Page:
From Mother Jones this morning:
It’s the moment we’ve all been dreading. Initial findings from a massive federal study, released on Thursday, suggest that radio-frequency (RF) radiation, the type emitted by cellphones, can cause cancer.
I guess it’s up to me to present the authorized opposing viewpoint. I’m going to outsource it to Aaron Carroll, who’s pretty annoyed:
It was a rat study….9 hours a day, seven days a week….At the end of the study, survival was lower in the control group of males than in all the exposed males. Survival was lower in the control group of females for two of the three exposed groups. Yet no headlines blared that cell phones extend life.
….Now let’s get to brain cancer….no significant differences in the incidences of lesions in exposed male rats compared to controls….No differences were seen in the female rats at all. The cardiac schwannomas were more compelling, but again, only for males. No differences for females.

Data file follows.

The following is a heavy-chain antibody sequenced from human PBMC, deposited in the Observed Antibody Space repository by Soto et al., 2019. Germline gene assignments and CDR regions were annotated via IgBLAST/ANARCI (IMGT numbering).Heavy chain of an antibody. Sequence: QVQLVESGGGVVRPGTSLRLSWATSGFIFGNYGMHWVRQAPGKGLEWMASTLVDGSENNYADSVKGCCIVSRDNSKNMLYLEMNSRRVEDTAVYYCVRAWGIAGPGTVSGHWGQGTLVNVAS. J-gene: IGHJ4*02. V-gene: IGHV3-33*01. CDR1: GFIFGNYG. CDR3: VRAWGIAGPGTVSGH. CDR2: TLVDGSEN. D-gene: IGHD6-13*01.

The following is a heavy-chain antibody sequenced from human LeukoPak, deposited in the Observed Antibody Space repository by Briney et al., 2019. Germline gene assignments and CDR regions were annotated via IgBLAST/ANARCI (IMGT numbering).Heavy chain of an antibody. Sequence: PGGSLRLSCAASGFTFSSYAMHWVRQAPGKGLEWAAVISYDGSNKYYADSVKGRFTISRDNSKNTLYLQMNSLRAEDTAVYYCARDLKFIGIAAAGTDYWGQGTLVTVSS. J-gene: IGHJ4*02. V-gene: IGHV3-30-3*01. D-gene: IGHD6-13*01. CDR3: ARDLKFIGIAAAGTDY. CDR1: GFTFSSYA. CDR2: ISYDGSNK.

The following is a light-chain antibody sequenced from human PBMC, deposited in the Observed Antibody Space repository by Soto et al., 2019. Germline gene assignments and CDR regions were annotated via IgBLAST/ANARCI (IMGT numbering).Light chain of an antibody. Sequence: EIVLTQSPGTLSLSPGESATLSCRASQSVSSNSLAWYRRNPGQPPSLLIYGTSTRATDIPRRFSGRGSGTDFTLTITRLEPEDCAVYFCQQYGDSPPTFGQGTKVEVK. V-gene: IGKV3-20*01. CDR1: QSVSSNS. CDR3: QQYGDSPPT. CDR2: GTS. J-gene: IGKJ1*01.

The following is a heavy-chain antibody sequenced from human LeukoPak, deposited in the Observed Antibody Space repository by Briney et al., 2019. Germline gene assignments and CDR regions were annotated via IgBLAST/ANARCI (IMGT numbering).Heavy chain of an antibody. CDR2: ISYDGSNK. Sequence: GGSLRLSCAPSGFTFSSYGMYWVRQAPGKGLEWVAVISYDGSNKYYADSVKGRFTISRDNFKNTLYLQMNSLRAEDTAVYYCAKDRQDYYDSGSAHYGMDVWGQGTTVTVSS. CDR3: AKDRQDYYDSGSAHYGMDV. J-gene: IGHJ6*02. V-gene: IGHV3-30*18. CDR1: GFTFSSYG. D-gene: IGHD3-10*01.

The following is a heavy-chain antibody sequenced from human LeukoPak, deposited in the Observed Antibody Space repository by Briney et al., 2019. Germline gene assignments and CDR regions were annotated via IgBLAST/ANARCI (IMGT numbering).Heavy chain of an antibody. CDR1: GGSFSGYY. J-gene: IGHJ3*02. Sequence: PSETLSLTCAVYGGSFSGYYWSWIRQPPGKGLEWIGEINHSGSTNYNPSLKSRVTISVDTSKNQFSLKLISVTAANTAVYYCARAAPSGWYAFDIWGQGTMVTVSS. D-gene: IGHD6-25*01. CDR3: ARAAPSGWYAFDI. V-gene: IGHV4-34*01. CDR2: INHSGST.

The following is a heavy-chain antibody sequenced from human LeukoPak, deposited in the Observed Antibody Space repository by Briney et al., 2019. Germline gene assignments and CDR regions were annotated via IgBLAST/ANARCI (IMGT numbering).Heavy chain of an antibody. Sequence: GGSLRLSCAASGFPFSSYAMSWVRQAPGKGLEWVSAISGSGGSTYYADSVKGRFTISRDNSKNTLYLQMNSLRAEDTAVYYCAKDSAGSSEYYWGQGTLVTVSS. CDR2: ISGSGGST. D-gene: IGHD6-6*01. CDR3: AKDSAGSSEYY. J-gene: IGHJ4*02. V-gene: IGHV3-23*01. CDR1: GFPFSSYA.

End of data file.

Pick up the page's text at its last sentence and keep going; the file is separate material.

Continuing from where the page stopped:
….I didn’t see any sample size calculation….power calculation….about 14%. This means that false positives are very likely. The cancer difference was only seen in females, not males. The incidence of brain cancer in the exposed groups was well within the historical range. There’s no clear dose response….Also, this: Cell phones are UBIQUITOUS in the United States. If they were causing cancer, we would expect to see rates of cancer going up, right? That’s not what we’re seeing. They’ve been decreasing since the late 1980’s.
I’d add one more thing. This is going to sound snarky, but honest, it’s not. Here it is: people don’t use their cell phones much to make phone calls. This is especially true of young people, which means it’s a trend that will only get more pronounced with time. But there’s really no way that a cell phone used for, say, texting or Snapchatting could cause brain cancer. Maybe skin cancer? Fingertip cancer?
On the other hand, maybe it’s not the cell phones at all. Maybe it’s the cell towers. Has everyone here read Waldo? Maybe you should.